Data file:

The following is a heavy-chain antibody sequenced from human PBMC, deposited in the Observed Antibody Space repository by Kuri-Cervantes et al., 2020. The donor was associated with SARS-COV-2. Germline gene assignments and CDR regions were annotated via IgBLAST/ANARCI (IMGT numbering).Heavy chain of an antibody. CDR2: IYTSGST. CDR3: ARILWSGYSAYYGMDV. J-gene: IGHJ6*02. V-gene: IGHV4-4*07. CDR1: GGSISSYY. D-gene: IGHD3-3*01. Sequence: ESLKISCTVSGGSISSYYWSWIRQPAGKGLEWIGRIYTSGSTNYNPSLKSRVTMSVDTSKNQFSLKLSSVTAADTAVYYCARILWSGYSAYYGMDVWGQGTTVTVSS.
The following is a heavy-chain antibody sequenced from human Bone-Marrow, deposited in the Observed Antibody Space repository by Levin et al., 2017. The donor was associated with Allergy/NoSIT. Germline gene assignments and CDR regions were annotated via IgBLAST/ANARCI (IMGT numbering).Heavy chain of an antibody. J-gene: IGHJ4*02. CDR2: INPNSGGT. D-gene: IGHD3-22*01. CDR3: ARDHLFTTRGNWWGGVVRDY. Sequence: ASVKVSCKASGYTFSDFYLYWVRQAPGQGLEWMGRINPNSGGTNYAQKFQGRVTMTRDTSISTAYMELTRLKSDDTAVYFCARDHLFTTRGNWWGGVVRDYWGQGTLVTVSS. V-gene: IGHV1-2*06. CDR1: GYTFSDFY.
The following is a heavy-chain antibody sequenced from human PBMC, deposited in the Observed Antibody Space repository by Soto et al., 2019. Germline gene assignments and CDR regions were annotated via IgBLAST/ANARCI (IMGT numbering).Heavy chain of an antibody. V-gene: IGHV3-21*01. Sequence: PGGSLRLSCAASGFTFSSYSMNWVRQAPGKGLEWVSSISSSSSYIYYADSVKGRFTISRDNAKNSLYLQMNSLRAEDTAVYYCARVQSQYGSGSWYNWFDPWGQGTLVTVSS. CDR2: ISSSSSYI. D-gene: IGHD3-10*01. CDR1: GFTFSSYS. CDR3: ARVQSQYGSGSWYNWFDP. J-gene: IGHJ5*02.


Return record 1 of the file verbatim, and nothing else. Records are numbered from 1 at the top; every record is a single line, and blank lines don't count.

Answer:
The following is a heavy-chain antibody sequenced from human PBMC, deposited in the Observed Antibody Space repository by Kuri-Cervantes et al., 2020. The donor was associated with SARS-COV-2. Germline gene assignments and CDR regions were annotated via IgBLAST/ANARCI (IMGT numbering).Heavy chain of an antibody. CDR2: IYTSGST. CDR3: ARILWSGYSAYYGMDV. J-gene: IGHJ6*02. V-gene: IGHV4-4*07. CDR1: GGSISSYY. D-gene: IGHD3-3*01. Sequence: ESLKISCTVSGGSISSYYWSWIRQPAGKGLEWIGRIYTSGSTNYNPSLKSRVTMSVDTSKNQFSLKLSSVTAADTAVYYCARILWSGYSAYYGMDVWGQGTTVTVSS.